Sidorov’s fundraiser, called “Let’s Give Karen H. Klein a Vacation,” set a goal of $5,000, but much to his surprise, donations far beyond that goal poured in. More than $703,000 was donated to the 68-year-old grandmother, who earned $15,000 a year as a monitor. About 32,000 people from all 50 states and 25 different countries donated to the cause, the vast majority with $10 and $25 donations. Mrs. Klein has since announced her retirement.

Sidorov, who is now trying to raise money to help the victims of flooding in Russia, recently quoted Anne Frank in a post on his Facebook page: “No one has ever become poor by giving.”

While it can be argued that the funds contributed to Ms. Klein could have been used to help bullied young people (those arguments were raging for a while online), the fact is, that’s not how the events unfolded here. What did happen was a series of incidents that trained an important lens, through social media, on the issue of school bullies.

That can’t be all bad.

Five important metrics for your district’s Facebook page

With any good social media strategy comes a way to measure its success. What do you consider the success of your school district’s Facebook page? Simply having a presence on Facebook is not the point of the platform. Much like any other PR or marketing effort, your Facebook page should show solid growth and engagement. With Facebook Insights, the analytics system tied to every Facebook page, measuring your page’s progress has never been easier.

Here are five important metrics to track on your district’s Facebook page:

1. Demographics. The overall number of “likes” or fans on your page is easy to track, but look inside that number. Is your page dominated by a female presence? What age groups tend to follow your page? These numbers are important when planning content.

2. Geographics. Where are your fans from? Of course, your page is going to be “liked” by some people not affiliated with your school district, but if most of your fans are from Australia or India, for example, your page is likely not hitting its geographic target.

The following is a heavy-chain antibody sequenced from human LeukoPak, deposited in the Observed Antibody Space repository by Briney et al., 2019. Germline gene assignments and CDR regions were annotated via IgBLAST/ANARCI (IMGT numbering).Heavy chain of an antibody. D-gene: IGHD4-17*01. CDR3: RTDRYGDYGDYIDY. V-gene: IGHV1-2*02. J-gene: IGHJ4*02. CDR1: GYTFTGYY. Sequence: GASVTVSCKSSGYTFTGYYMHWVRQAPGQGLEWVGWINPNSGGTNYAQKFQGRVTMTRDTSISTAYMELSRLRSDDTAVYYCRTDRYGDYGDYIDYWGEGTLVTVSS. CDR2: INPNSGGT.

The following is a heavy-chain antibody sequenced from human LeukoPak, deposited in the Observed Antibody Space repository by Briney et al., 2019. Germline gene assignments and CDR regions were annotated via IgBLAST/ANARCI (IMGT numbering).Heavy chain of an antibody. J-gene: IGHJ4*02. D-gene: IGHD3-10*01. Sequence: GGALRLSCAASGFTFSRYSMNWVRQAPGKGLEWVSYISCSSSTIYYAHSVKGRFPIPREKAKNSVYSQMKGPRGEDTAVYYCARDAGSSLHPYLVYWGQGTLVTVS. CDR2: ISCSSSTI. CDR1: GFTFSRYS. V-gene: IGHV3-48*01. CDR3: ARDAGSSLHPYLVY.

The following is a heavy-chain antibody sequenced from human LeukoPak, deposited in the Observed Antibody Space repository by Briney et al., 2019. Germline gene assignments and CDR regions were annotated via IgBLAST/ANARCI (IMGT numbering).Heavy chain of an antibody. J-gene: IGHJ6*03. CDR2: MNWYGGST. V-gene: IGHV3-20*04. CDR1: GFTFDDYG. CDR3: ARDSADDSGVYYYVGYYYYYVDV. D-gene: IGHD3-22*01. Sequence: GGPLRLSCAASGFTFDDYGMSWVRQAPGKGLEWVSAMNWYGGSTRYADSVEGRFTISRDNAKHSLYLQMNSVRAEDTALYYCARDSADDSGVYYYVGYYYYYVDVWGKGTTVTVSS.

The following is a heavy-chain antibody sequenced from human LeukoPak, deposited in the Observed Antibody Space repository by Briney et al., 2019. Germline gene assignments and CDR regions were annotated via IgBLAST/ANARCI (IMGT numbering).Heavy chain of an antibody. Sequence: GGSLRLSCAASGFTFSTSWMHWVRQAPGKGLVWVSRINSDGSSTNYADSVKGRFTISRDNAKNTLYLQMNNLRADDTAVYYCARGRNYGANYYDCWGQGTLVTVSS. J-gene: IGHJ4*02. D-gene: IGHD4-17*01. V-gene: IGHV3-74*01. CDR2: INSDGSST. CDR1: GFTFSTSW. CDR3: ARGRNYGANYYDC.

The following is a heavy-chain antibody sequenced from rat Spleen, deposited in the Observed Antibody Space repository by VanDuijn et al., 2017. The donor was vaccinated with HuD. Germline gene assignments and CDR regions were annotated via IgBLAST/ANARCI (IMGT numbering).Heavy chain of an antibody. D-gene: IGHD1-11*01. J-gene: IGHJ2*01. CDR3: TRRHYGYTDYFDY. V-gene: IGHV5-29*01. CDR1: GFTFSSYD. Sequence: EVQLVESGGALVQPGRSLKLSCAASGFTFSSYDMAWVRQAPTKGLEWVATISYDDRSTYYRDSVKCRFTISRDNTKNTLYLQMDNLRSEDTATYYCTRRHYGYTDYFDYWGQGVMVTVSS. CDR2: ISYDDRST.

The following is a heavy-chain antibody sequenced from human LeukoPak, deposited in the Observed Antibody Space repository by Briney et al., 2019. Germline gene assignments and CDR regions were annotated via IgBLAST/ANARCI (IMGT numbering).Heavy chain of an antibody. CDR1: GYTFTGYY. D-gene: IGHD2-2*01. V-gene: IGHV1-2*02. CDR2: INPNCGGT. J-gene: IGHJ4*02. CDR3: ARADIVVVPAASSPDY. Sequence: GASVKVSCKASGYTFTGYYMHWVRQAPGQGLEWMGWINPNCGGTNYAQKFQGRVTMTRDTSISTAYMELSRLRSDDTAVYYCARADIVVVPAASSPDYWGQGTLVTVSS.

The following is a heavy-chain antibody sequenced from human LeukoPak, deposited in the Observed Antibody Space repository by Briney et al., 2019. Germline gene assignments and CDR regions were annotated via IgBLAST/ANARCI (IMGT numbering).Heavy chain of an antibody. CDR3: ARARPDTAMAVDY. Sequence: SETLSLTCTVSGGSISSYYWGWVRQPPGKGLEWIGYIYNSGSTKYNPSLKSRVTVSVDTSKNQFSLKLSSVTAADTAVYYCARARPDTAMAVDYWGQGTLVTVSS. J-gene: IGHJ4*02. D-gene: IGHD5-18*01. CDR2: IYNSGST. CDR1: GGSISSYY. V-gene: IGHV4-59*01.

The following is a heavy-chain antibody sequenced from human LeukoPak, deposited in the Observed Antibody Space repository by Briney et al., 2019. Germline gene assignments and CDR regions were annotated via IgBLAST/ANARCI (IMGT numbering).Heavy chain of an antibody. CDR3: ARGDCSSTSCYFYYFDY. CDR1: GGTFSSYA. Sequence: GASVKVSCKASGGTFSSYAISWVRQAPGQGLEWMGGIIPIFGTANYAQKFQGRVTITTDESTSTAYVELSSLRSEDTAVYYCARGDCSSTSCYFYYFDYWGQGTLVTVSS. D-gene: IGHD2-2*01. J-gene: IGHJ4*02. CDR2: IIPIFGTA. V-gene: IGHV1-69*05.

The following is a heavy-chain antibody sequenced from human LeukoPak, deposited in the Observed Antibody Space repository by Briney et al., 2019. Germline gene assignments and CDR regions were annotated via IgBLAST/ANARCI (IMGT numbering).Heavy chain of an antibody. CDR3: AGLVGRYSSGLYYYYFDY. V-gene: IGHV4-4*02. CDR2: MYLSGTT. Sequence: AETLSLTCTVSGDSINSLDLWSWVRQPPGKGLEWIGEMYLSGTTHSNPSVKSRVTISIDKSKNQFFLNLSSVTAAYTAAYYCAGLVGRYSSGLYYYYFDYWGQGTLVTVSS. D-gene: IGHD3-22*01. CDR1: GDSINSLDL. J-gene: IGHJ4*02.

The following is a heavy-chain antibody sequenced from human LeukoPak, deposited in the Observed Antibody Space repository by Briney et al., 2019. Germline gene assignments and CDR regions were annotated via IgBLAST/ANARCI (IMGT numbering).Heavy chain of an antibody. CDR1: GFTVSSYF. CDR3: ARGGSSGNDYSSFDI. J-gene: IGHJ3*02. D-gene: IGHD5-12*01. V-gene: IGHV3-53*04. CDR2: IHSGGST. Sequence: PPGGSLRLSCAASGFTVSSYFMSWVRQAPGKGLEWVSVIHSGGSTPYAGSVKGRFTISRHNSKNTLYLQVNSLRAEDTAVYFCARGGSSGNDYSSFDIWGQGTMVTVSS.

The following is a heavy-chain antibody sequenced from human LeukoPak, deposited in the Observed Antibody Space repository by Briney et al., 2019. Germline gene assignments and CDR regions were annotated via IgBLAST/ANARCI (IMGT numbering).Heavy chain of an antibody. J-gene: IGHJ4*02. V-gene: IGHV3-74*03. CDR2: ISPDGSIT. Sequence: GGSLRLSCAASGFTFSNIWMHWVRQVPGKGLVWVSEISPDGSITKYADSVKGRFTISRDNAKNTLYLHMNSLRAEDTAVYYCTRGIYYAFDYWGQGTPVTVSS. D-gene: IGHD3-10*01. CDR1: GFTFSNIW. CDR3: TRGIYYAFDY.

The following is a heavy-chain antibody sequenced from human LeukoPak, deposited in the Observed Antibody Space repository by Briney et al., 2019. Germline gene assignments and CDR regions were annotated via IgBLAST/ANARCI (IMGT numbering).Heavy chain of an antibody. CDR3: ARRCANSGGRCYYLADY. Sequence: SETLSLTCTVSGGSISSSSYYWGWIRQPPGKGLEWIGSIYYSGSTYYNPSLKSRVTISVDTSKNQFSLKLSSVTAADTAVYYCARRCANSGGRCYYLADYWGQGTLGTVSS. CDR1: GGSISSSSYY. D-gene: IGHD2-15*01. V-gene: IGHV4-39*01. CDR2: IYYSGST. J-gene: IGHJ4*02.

3. Reach. Facebook measures anyone who has seen content associated with your page. This means that your page has a reach many times bigger than just those people listed as fans. You can discover how many unique people have seen content from your page (and many times you will be surprised at this large number).

4. Talking About Your Page. Facebook tracks people who have created a “story” about your page. A “story” includes liking your page, posting to your wall, commenting or liking a post, sharing a post, answering a question, etc. This is how your page continues to grow and become known. You want people to talk about your page!

5. Content. If you are simply recycling content from your website, please stop and develop a strategic content plan for your Facebook page. This becomes easier to do when you know what content appeals to your audience. You can find this out by measuring your content. What are the most popular types of posts? Probably photos and videos. Facebook Insights allows you to see individual posts and how they perform. Use this data each month to set what kind of content you are pushing out.

By taking the time to utilize Insights within Facebook, you can start to show your leadership team results from investing in social media.